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Here is some sample code to illustrate our issue:

A a = null;
try {
  a = new A();
  a = doSomethingThatWillThrowAnException();
} finally {
  System.out.println("A = " + a);
}

The question is what is the value of 'a' as printed in the finally block...

I am not sure and I think I stumbled across something that might not be completely described. I observed on my laptop (jdk1.6.0.16 on x86) that 'a' is equal to A(). However, with a JDK 1.4 on Solaris I think that that the value is null (like if the assignment was performed even though the exception is thrown). This is obviously linked to a bug and we will deploy a version without the assignment just to make sure but we would like to know if one of you also noticed this or have some kind of explanation to propose.

What we will do, also, is to make a sample program to demonstrate this on the problematic JDK... and we will post the results.

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6 Answers

The assignment should definitely not happen when an exception occurs - this would be a very serious bug in the JVM. But I'd first suspect that the exception actually occurs somewhere else (such in the constructor A()).

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I would assume a == new A() unless it is optimized away. Isn't the code a bit silly looks like:

a=1;
a=2;

Maybe rewrite to the intend of your code:

A a = null;
try {
  a = doSomethingThatWillThrowAnException();
} catch( ... ) {
  a = new A();
}
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Just did the test on Solaris with Sun JDK_1.4.2_05 on Solaris with the following program

public class Test {

    public static void main(String[] args) throws Exception {
        String test = null;
        try {
            test = "step1";
            test = getString();
        } finally {
            System.out.println(test);
        }
    }
   public static String getString() {
      throw new RuntimeException();
   }
}

I get the "step 1" in the console alright. As other user have suggested, I think that the most likely is that the exception is thrown in the A() constructor. ( I hope that's the case, otherwise that would require some quite nasty defensive code )

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Well, it should be quite easy to confirm where exactly the exception is thrown - just look at its stack trace. –  Michael Borgwardt Oct 5 '09 at 14:51
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If the optimizer can make sure that new A() has no side effects, it will optimize the first assignment away. To isolate this case, disable the JIT and run the code again. If a != null afterwards, you're seeing an optimizer glitch.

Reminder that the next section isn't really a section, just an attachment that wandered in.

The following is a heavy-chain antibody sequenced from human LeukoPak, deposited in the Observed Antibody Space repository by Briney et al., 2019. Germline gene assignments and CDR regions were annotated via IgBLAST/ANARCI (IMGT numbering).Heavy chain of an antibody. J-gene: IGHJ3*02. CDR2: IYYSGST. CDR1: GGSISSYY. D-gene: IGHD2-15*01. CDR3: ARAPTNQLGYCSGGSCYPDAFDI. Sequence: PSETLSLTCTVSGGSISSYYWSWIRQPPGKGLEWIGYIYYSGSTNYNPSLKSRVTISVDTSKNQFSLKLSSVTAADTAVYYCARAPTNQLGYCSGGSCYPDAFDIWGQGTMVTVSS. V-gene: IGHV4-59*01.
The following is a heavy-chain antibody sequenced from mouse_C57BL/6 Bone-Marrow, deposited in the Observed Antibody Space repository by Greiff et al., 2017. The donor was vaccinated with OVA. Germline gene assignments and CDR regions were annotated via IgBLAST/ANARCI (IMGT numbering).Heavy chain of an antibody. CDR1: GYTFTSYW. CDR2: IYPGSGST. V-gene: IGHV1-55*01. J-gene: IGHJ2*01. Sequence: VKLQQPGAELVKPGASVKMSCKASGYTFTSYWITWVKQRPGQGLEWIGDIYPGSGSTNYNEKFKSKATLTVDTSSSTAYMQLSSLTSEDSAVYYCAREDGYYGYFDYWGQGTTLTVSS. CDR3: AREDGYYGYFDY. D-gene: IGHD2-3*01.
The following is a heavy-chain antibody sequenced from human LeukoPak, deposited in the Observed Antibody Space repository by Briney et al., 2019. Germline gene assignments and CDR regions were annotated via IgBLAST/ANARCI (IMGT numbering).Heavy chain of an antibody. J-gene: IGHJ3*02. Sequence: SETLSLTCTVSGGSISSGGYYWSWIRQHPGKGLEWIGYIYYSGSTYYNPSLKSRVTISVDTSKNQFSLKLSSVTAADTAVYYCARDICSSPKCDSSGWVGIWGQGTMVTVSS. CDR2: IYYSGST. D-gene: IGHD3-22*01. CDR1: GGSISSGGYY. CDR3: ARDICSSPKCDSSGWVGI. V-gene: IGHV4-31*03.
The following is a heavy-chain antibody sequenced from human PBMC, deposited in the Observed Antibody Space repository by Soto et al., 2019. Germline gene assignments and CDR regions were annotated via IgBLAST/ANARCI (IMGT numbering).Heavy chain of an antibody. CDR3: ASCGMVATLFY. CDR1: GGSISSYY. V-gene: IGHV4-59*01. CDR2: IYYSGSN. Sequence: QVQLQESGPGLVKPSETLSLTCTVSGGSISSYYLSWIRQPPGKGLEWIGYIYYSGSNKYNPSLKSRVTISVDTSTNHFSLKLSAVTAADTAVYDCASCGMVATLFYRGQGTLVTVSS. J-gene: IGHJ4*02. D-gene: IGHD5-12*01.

The obvious fix is to more the new A() before the try block:

A a = new A();
try {
  a = doSomethingThatWillThrowAnException();
} finally {
  System.out.println("A = " + a);
}
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2  
@Aaron: the new A() in the original code cannot be optimized away because the resulting object is used in some executions. –  Stephen C Oct 5 '09 at 14:25
    
Why is Aaron's comment down voted? Nothing is done with the initial 'A' reference, and its certainly possible that the JIT (on Solaris JDK 1.4) simply NOPs it away. In which case, the finally block will see a == null. –  alphazero Oct 5 '09 at 15:35
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You could try compiling the code then looking at the bytecode to see what is going on. I use the bytecode outliner eclipse plugin from http://andrei.gmxhome.de/eclipse/

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I ran the code on Solaris 10 with the JDK 1.4.2 too and it had the correct behaviour. The problem was that the code in production was not the one I was looking at... (previous version)

It was interesting reading your answers though since it made it clear that optimizer glitches can happen and it is always a good idea to second guess what is going on under the hood.

Mental note for next time: "First, check the obvious: If you are having a strange behaviour, the code you are seing might not be what has been executed."

Thanks again, Cedric

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